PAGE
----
Did you know the town of Roanoke gets its name from the rare Native American “Rawrenoke” beads found there? If this is telling of anything, it’s that Roanoke has a long and rich history that has held steadfast through the centuries. Today, the town is home to over 50 historic sites and monuments that attract visitors far and wide to take a dive into American history. To help you navigate through the ages, we’re highlighting our three favorite sites to visit when venturing into the land of the Blue Ridge Mountains.
Buzzard Rock is an archaeological site that dates back ten thousand years. Located on an expansive floodplain, it holds many secrets of Roanoke’s past Native American inhabitants. Artifacts have been found showing the presence of a multitude of separate villages that occupied the site. In particular, the ancestors of the Totero Indians, a Siouan-speaking community who were allies of the Monacan Indians. Looking out over the plains, it’s easy to imagine the different tribes that roamed the lands and how their daily lives might have been. Now just a distant memory, the past residents of Buzzard Rock play a vital role when thinking about the origins of Roanoke.
Historic Smithfield Plantation
The Smithfield Plantation is a prime example of pre-Revolutionary War architecture and worth seeing if only to take in its classic beauty. Originally erected in 1774, the plantation was home to William Preston, a prominent figure who promoted western expansion. It quickly became a social and political epicenter, and many travelers stopped here to restock provisions for their journey west. Today you can take a tour of the plantation and surrounding grounds. Explore the interior of the main plantation house and see the elegant decor reminiscent of the past. Outside, you can see the gardens that provided sustenance for the plantation’s residence and learn about what types of fruits and vegetables were cultivated during that time.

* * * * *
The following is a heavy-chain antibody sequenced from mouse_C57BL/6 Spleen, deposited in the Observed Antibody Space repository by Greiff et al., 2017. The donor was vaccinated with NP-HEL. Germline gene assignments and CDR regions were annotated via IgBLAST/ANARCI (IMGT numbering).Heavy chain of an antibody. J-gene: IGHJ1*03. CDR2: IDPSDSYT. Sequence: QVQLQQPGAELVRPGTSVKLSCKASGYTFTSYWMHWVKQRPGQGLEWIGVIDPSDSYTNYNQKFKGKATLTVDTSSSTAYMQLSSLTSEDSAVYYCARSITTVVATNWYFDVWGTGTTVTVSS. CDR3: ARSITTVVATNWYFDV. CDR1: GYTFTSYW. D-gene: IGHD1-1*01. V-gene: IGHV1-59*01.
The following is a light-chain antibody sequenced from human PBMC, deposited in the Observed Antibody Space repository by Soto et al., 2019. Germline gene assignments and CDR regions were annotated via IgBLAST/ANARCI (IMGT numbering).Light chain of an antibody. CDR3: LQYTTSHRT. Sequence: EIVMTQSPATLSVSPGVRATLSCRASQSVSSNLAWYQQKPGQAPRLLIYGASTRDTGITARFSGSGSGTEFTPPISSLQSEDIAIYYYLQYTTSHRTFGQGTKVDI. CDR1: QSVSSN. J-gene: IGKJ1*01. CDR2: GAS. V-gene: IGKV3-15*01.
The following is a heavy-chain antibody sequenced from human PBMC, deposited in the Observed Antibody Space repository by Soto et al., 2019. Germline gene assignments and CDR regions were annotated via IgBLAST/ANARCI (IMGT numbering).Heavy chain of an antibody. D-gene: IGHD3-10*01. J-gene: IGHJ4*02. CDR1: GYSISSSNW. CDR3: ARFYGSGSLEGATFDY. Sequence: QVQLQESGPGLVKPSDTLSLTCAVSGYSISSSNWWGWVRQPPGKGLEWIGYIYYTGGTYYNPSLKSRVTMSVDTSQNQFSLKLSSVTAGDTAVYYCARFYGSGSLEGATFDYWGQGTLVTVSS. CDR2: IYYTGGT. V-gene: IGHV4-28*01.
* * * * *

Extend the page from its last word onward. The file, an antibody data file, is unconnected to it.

In the late 1800s, the town formerly known as Big Lick was given the name Roanoke commemorating its Native American ancestry. During the time, the town was a booming central hub for Norfolk and Western Railway and its workers. Due to the influx of travelers, the rail company decided to build Hotel Roanoke to meet the demand. Over the past 140 years, the hotel has gone through many transformations. It survived a fire, underwent a Tudor-style renovation, and even temporarily closed around 1980. Virginia Tech bought the hotel and after some miraculous fundraising, they reopened the hotel, providing an updated renovation with modern amenities, like a state-of-the-art conference center.
Today The Hotel Roanoke & Conference Center is one of the Historic Hotels of America, and guests who stay there will get to experience a timeless American icon. Elegant 19th-century architecture and rooms decorated with a traditional charm will greet you upon arrival. The hotel staff can illuminate you on the hotel’s intricate past, and you can also learn more about its mark in history in the new PBS documentary, “Hotel Roanoke: The Grand Old Lady on the Hill.”